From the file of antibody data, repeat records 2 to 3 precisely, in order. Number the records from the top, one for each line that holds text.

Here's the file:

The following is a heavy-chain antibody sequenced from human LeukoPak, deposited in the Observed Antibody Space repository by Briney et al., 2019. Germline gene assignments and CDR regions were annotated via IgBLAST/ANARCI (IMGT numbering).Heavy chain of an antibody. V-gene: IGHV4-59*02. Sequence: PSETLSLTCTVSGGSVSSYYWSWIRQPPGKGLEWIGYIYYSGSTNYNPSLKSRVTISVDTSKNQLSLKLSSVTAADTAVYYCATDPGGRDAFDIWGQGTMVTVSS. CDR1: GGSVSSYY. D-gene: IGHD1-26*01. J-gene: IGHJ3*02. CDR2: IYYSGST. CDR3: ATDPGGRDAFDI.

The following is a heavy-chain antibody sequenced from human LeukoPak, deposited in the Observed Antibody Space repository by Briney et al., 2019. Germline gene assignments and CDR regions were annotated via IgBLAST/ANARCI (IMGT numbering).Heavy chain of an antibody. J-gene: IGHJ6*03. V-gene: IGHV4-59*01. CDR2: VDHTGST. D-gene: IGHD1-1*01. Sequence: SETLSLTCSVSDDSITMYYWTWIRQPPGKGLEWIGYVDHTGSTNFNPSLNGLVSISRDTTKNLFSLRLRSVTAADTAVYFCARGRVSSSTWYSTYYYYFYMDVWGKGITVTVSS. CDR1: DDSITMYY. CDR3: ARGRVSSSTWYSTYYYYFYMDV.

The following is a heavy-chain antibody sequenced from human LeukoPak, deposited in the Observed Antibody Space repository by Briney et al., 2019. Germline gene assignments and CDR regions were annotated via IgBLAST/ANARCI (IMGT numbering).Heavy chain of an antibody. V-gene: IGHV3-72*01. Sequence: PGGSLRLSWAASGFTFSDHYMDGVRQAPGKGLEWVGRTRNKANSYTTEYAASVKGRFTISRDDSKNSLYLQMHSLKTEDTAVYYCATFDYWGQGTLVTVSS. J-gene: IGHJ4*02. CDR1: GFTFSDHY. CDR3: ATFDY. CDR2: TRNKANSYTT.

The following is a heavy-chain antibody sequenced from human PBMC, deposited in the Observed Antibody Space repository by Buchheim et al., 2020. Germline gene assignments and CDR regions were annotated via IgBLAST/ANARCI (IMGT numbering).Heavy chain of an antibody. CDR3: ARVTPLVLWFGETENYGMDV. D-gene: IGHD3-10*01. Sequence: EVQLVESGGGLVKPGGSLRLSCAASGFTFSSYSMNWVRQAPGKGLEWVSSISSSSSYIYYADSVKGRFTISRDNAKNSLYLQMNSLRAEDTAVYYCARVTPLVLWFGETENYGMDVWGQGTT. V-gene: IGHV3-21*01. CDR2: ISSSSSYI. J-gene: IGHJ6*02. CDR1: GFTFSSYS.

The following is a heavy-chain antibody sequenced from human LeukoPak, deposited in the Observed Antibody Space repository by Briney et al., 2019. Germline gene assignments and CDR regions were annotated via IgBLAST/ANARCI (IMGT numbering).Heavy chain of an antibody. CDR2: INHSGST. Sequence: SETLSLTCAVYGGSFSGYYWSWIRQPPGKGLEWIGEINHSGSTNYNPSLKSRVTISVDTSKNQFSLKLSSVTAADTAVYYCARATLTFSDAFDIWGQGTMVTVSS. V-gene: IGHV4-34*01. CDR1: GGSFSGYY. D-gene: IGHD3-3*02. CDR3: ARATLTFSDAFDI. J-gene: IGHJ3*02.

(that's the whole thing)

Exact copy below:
The following is a heavy-chain antibody sequenced from human LeukoPak, deposited in the Observed Antibody Space repository by Briney et al., 2019. Germline gene assignments and CDR regions were annotated via IgBLAST/ANARCI (IMGT numbering).Heavy chain of an antibody. J-gene: IGHJ6*03. V-gene: IGHV4-59*01. CDR2: VDHTGST. D-gene: IGHD1-1*01. Sequence: SETLSLTCSVSDDSITMYYWTWIRQPPGKGLEWIGYVDHTGSTNFNPSLNGLVSISRDTTKNLFSLRLRSVTAADTAVYFCARGRVSSSTWYSTYYYYFYMDVWGKGITVTVSS. CDR1: DDSITMYY. CDR3: ARGRVSSSTWYSTYYYYFYMDV.

The following is a heavy-chain antibody sequenced from human LeukoPak, deposited in the Observed Antibody Space repository by Briney et al., 2019. Germline gene assignments and CDR regions were annotated via IgBLAST/ANARCI (IMGT numbering).Heavy chain of an antibody. V-gene: IGHV3-72*01. Sequence: PGGSLRLSWAASGFTFSDHYMDGVRQAPGKGLEWVGRTRNKANSYTTEYAASVKGRFTISRDDSKNSLYLQMHSLKTEDTAVYYCATFDYWGQGTLVTVSS. J-gene: IGHJ4*02. CDR1: GFTFSDHY. CDR3: ATFDY. CDR2: TRNKANSYTT.